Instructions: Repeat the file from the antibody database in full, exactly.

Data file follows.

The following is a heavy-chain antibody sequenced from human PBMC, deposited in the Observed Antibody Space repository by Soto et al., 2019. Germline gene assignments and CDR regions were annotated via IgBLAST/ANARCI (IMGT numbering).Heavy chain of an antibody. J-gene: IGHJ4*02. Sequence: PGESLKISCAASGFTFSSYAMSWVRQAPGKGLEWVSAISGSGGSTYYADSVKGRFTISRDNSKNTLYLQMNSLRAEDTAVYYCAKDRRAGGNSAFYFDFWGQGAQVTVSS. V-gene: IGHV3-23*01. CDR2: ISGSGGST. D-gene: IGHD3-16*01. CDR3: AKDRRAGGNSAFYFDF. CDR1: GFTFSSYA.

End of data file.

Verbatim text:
The following is a heavy-chain antibody sequenced from human PBMC, deposited in the Observed Antibody Space repository by Soto et al., 2019. Germline gene assignments and CDR regions were annotated via IgBLAST/ANARCI (IMGT numbering).Heavy chain of an antibody. J-gene: IGHJ4*02. Sequence: PGESLKISCAASGFTFSSYAMSWVRQAPGKGLEWVSAISGSGGSTYYADSVKGRFTISRDNSKNTLYLQMNSLRAEDTAVYYCAKDRRAGGNSAFYFDFWGQGAQVTVSS. V-gene: IGHV3-23*01. CDR2: ISGSGGST. D-gene: IGHD3-16*01. CDR3: AKDRRAGGNSAFYFDF. CDR1: GFTFSSYA.